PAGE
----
At multivariate analysis, tumor number (HR = 1.32; 95% CI, 1.00–1.73, P = 0.048) and tumor size (HR = 1.26; 95%CI, 1.11–1.43, P < 0.001; Table 2) were identified as risk factors for relapse, and accordingly, patients were classified into 2 groups with different relapse risks: the low-risk group (single tumor ≤3 cm; n = 318 patients) and the high-risk group (single tumor between 3 and 5 cm or 2–3 tumors ≤3 cm; n = 298 patients). The RFS curve of the high- and low-risk groups (HR = 1.98; 95% CI, 1.56 to 2.51, P < 0.001) was distinguished in Fig. 2.
Excluding the 171 patients with irregular surveillance, 445 patients with regular follow-up were classified into 2 groups: the short-interval group (interval < 4 months; n = 344 patients) and the long-interval group (interval between 4 and 6 months; n = 101 patients), and the mean surveillance interval was 2.58 months and 4.86 months, respectively. Finally, 199 (75.7%) and 64 (24.3%) patients underwent short- and long-interval surveillance in the low-risk group, and 145 (79.7%) and 37 (20.3%) patients underwent short- and long-interval surveillance in the high-risk group. The distribution of surveillance interval in the low- and high-risk groups was similar (P = 0.381), and the pertinent baseline clinic characteristics are shown in Table 3.
Comparison of early recurrence and retreatment
The 190 patients who underwent regular follow-up with early relapse were stratified into low- and high-risk groups. In the low-risk group, 54 (83%) patients with a short surveillance interval and 18 (72%) patients with a long surveillance interval were found to be relapsed with tumors at the BCLC 0/A stage (P = 0.172), and 44 (77.2%) patients and 18 (81.8%) patients received curative-intent retreatment, retrospectively (P = 0.886) (Table 4). However, in the high-risk group, patients in the short-interval group were found to have relapse more frequently at the BCLC 0/A stage than patients in the long-interval group (83% vs. 72%, P = 0.028), consequently, the proportion of patients who received curative-intent retreatment was higher for short-interval group (64.2% vs. 37.5%, P = 0.087), though with no significant difference (Table 4).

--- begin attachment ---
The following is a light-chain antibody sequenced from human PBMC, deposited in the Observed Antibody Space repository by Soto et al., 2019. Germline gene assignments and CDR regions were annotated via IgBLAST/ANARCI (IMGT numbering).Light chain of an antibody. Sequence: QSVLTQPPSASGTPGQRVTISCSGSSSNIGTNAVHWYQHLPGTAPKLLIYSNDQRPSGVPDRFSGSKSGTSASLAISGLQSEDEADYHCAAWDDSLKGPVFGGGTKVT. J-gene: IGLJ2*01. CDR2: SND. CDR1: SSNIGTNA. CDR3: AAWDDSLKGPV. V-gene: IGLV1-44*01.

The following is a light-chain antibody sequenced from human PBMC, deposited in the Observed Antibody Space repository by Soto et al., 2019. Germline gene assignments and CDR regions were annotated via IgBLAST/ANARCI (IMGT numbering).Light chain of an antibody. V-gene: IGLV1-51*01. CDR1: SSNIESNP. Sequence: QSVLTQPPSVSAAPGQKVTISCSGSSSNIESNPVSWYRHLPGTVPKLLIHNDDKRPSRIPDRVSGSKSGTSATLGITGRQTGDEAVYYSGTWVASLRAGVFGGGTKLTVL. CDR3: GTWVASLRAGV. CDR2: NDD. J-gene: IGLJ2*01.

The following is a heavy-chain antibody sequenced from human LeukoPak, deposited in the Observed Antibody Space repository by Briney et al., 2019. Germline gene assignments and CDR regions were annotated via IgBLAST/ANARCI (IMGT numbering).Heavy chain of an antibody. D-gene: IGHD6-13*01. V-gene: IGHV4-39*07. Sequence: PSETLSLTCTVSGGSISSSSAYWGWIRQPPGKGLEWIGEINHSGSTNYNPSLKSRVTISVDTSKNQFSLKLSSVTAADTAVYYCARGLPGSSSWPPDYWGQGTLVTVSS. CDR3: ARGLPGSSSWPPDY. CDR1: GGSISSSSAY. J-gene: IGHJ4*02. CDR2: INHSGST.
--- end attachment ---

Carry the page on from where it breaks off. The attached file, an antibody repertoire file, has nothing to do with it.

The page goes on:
Comparison of survival
The 1-, 3-, 5-year OS of low-risk patients with short or long interval were 98.9, 91.2 80.4 and 100.0%, 89.1, 77.5%, respectively (P = 0.400) (Fig. 3a). The 1-, 3-, 5-year OS of high-risk patients with short or long interval were 99.2, 87.5, 69.9 and 97.1%, 72.7, 42.7%, respectively (P = 0.020) (Fig. 3b). Considering the 190 patients with early relapse, the 1-, 3-, 5-year OS of low-risk patients with short or long interval were 98.5, 81.1, 59.9 and 97.8%, 66.8, 36.3%, respectively (P = 0.025) (Fig. 3c).
There is a lack of consensus as to follow-up regimen after treatment of HCC, especially for post-ablation. Hence, we prudently defined the follow-up interval according to the following three guidelines. The ESMO proposes an intensive surveillance regimen after resection or RFA: CT/MRI scans of liver every 3 months ; and the Italian Association for the Study of the Liver recommends a moderate surveillance regimen for resection or ablation: AFP measurements and US examination of the liver every 3–4 months and CT/MRI scans of the liver every 6 months . Additionally, patients with a follow-up interval of less than 2 months were excluded, as such scenarios were deemed irregular and likely to influence the outcome. Therefore, the short interval of follow-up was set as 2–4 months.